True/False problems are obvious to grade, but how do I grade calculation problems? I arrange them in piles on my table in order of how happy or sad they make me, like this:
This gives me a fair and consistent way to assign numerical values that represent the quality or completeness of each solution. The numbers over the whole quiz get added up and then I figure out what levels of performance represent “A work”, “B work”, and so on, for that particular quiz.
Things that make me happy include:
- Showing steps clearly and in logical order
- Following a valid solution method
- Justifying your work (with annotations, not sentences)
- Evidence that you did similar practice homework problems or listened in class to the things that we discussed
- Being able to figure out where you went wrong if your final answer is not completely correct (I can give you partial credit if you provided enough work to show me!)
- To a lesser degree, getting the correct final answer
In general, you’ll get more points for logical, well-reasoned work with an error that messes up your final answer than you would get for messy or sparse work that mysteriously or perhaps only luckily ends up in the right place at the end.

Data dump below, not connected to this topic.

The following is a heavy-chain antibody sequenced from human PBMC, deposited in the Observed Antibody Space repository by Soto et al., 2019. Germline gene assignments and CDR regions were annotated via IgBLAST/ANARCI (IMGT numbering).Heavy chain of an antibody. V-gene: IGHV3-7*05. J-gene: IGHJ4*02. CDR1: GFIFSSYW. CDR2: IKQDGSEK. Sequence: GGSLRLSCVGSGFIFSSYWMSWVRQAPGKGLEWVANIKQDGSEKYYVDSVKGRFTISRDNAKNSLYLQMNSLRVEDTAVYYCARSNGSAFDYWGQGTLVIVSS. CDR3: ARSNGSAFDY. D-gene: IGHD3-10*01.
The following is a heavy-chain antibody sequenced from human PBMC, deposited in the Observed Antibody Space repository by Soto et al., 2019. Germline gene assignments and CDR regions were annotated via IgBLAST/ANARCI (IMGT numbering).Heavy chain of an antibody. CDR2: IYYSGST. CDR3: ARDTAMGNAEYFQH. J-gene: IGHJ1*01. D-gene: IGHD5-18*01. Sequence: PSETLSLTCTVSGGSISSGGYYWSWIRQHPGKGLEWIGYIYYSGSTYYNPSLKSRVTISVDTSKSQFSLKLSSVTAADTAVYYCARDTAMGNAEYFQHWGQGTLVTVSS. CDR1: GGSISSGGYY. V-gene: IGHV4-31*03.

The first week’s quiz was a little rough (notice the somewhat large pile of sad papers three from the left in the picture above), but I am pretty sure that the second week will be better. Good luck everybody!
P.S. Keys will be posted each week on the Quiz Keys page. You can use the quiz keys as an example of the kind of work that you should provide on your own quizzes to justify your reasoning. Note that although you don’t have to show work for T/F questions on your own quizzes, I will sometimes include short explanatory notes for T/F problems on the keys.
Throughout the semester I’ll tell you about talks and events that I think could be interesting and relevant to students in MATH 231. This Monday’s talk is particularly accessible and Steve Lucas is always a great speaker!
Attend Monday’s colloquium in the Department of Mathematics and Statistics and hand in a two-paragraph casual writeup by the end of the week for 5 extra credit points. If you can’t attend, don’t stress; I will present other opportunities for extra credit later in the course. Everyone will have an opportunity to earn up to 20 points of extra credit.
My scheduled office hours are moving around a bit as the semester takes shape. They are now 1:00-2:00 pm on Mondays, Wednesdays, and sometimes also on Fridays.
Those hours are subject to change week by week; please consult the class Calendar for updated information, and always feel free to call my office phone at 540-568-3355 at any time to see if I happen to be around. If my scheduled office hours don’t work for you and you need to see me, then catch me before/after class and we can try to schedule an appointment.
I’m also happy to answer specific questions by email at pretty much any time of day or night. The more specific you can be, the more likely I will be able to reply to you in a timely fashion. By “specific” I ideally mean something really, really specific that includes a picture of what you are asking about, such as this fictional question: